If they are very lucky, it will read “Tamar Mordecai,” with the proclamation she was Jewish. It should be important. It should matter. 

She died for it.

“Nobody cares about us at all, Tamar.”

“That’s not true.” Tamar’s rattling voice escapes her throat. She watches him as she has, unceasingly, just as she watched over him in life. She makes no move to harm him, nor to comfort him. “I always cared. It hurts me to see you like this.”

“I’m sitting shiva. Shouldn’t I be mourning?” He slumps back in the seat, his head caressed by the soft cushion behind him. Avram shuts his eyes, the tears stinging at his lashes. “I have to. Nobody else will for you.”

“Who says I need them to?” Tamar asks, as though it is the most natural thing in the world for the dead to ask. Another dead Jew, that’s all Tamar will be in a week, banished to the infinite recesses of the forgotten for everyone except Avram. Only he will remember her warm, encouraging smiles, her laughter as she spun the dreidel on Hanukkah or baked fresh babka on Rosh Hashanah. And yet she sits there, her words selfless. “Do you understand what the shiva is for, Avvy?”

He does not respond, his hands roaming against old scars on his arm as fear overwhelms him again. Not fear of the world, but fear of the answers. “To remember the dead.”

“The living are the ones who remember the dead,” the ghost returns. “Sitting shiva is for the living, Avvy. But living isn’t what you’re doing. That won’t end when the seventh day does.” Her hands fold delicately in her lap, her motions dreamlike, though she passes her limbs through ethereal liquid. “I need you to change that.”

He lives, breathes, and eats. He works sometimes, for what part-time work he can do from the sanctity of the computer. He ensconces himself in safety, where slings and arrows cannot harm him. There is nobody to assault him again, strike him again, spit on him and call him derisive names.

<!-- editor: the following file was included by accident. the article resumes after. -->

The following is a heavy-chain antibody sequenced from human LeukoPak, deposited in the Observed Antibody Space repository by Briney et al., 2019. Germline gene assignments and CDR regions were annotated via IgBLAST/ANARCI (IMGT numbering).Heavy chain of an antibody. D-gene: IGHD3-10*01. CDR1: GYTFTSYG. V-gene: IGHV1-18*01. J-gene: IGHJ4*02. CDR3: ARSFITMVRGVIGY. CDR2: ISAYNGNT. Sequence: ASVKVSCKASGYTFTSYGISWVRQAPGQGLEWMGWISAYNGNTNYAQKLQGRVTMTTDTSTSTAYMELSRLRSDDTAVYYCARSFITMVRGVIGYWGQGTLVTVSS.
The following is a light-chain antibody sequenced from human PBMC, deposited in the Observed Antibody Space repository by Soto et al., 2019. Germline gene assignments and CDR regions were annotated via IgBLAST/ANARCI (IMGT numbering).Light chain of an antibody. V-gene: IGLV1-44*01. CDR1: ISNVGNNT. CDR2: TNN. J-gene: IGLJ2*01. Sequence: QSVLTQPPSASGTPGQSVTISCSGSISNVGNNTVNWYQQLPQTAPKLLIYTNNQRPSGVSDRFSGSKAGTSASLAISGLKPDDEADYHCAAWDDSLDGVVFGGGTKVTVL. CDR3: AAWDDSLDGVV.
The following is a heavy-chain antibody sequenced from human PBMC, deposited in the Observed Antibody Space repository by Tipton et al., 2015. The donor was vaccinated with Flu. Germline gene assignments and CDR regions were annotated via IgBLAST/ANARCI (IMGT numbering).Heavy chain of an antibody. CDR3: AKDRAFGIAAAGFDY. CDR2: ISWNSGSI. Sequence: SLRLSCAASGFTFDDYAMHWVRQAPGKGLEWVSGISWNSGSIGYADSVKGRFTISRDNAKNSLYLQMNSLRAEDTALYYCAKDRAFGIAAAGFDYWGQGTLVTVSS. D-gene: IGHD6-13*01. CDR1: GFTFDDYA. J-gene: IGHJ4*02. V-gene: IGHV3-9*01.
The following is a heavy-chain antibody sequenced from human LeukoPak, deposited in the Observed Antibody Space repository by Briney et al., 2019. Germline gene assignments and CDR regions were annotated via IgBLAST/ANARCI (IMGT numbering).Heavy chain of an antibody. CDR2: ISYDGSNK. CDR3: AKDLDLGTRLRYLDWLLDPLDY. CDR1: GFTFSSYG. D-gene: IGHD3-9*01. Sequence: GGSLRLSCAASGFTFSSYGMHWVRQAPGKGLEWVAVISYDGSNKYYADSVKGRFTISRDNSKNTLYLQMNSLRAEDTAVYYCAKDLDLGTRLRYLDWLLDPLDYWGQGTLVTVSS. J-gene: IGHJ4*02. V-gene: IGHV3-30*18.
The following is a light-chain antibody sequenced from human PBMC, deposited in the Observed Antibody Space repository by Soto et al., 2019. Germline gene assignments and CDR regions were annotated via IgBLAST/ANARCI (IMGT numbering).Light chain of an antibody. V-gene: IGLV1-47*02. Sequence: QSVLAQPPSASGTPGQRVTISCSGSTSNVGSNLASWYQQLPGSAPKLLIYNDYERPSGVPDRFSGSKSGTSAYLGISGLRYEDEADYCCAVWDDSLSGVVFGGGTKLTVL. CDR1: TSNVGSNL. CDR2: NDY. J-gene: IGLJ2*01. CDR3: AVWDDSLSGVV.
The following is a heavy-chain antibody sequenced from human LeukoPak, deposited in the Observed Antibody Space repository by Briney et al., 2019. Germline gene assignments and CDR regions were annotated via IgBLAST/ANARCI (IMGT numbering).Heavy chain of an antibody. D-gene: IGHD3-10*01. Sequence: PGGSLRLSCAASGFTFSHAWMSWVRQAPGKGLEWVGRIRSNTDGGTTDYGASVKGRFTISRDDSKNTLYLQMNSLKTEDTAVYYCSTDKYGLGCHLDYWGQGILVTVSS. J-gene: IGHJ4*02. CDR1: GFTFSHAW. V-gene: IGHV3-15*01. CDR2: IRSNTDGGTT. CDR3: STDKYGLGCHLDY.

“I worry about you, Avvy,” the Dybbuk says. Her eyes are empty pools of ice, staring unceasingly into him. “What will you do without me now?”

The answer is obvious. He will exist, in a fugue state, passing aimlessly through the dance of life until Hashem claims him. Avram will bow his head on Friday nights and murmur the prayers of Shabbat. He will light the candles then, until the candles are all gone and he must go for more. 

“You’ve neglected your looks.”

“It’s shiva. I’m supposed to.” The barest ember of sardonic mirth lights Avram’s face, bringing an identical expression to Tamar.

“We both know that won’t change when shiva ends.” Tamar admonishes him in the same manner she’d use to hurry him along for Sukkot dinner. The Dybbuk rises from her seat. “What can I do for you?”

“Come back to life.” That’s it, all he can think of. There is no other option that could heal the hole in his heart. He cannot remember the last thing spoken between them, the words that would be their sign of parting in this life. Nor does he recall what she shouted to him before the closing door took her from the apartment and from Avram’s life.

“Not on the menu, Avvy. The dead are the dead.” Concern drips into her voice. “Why are you so broken by it?”

“You’re my sister,” he answers. You always know what to do, he thinks. She is the younger, yet she takes care of him without regret or resentment. She always enjoyed sharing cups of wine on Shabbat and encouraging him to sit outside with her on the front steps to stare at the stars together.

 But now her loving eyes are hollowed, narrow as she stands before him. “Don’t use me as an excuse,” she snarls. Avram sinks into his seat, ashamed. Tamar’s brief fury ends as soon as it begins.

“Everyone has it out for us, Tamar,” Avram whispers. “Isn’t that what you said? Every time, someone rises up to destroy us.”

“I think you forgot the point of that saying. We’re still here.” 

Avram looks at the window, his portal to the outside world. It is pitch black outside, without any moon. He can already see the torches, hear the thundering footfalls against the ground, hear the enraged curses of the mobs. They’ll say the Jews will not replace them when they attack him, just as they did for his sister.